The mongering scene has been slow the last 10 days, but there were still options available. It is already picking up quickly. If you're coming in summer you'll have more options than you'll ever have time for.

  11. #209
    Quote Originally Posted by HarvestBoi  [View Original Post]
    I think you know the answer but IMO Medellin has the advantage only in chicas and weather (eternally spring) and perhaps ease of movement because it is a much smaller city. In terms of culture, food and non-mongering nightlife there's no comparison. Medellin is really provincial in many ways while BsAs is a world capital on par with Paris or New York.
    I actually don't know the answer at all, but you def gave me some very good key info. Again, thank you. So medellin has my favorite season as year round weather. WOW!! Chicas are top notch. Even better. I'm just trying to figure out if this is a place I can park my butt for about 3 weeks or so. I need the opinions of others as much as I need the facts HAHA!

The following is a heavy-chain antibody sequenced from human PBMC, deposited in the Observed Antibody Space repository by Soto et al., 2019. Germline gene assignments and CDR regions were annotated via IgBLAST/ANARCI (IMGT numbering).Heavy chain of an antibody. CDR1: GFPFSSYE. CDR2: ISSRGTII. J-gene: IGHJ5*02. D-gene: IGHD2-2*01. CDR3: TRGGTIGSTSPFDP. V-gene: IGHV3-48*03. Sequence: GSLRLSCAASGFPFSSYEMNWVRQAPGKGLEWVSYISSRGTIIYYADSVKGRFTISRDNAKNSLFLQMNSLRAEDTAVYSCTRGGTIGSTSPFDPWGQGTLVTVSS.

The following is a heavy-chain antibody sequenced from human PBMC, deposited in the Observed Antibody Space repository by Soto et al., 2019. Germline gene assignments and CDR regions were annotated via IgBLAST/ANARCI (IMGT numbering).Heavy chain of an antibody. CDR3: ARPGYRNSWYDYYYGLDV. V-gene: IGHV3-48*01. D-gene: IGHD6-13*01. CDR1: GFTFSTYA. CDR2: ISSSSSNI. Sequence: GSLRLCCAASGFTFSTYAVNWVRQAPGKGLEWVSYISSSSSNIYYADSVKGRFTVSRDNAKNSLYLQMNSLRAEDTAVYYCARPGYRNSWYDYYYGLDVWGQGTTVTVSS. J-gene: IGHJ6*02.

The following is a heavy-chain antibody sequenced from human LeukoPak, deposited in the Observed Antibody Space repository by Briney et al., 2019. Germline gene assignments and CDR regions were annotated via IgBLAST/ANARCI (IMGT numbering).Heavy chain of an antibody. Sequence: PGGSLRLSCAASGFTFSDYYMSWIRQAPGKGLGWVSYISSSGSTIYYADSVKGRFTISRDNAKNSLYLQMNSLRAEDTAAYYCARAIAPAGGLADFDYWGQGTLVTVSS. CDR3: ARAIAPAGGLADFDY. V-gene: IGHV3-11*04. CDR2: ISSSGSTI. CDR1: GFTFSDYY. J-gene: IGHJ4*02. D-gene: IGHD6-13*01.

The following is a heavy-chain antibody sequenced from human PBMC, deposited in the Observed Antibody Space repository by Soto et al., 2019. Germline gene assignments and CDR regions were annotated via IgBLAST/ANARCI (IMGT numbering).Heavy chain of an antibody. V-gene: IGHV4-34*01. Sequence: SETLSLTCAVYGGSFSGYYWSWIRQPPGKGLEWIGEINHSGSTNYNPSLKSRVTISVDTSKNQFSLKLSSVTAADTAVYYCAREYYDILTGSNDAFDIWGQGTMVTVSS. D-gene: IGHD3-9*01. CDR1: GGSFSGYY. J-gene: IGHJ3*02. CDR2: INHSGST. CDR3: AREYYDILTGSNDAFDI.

12. #208

    Process on how to get an extension on a 90 day tourist Visa

    Hola Dudes,

    I went down to the immigration office this morning to get an extension on my Tourist VISA since my 90 days were up in a couple of days. At a cost of only 92 mil, its a much cheaper and less hassle option than to book a flight out of the Country and re-enter.

    Colombia allows you to file a 90 day extension as long as the following do not apply. You do not stay more than six months consecutively. You cannot stay more than six months in one calendar year.

    An article in Medellin Living broke down the items you needed in order to get the extension processed. Things have slightly changed. You no longer need to fill out any paperwork at the immigration office, nor do you need to bring any passport photos. They will take your photo + prints at the office. What's now required is to fill out an application on their website, upload a copy of your passport info section, and print a verification page showing the app was registered. You will not be able to see an Immigration Officer unless you have this printout which states your application was, "Registered Successfully Completed.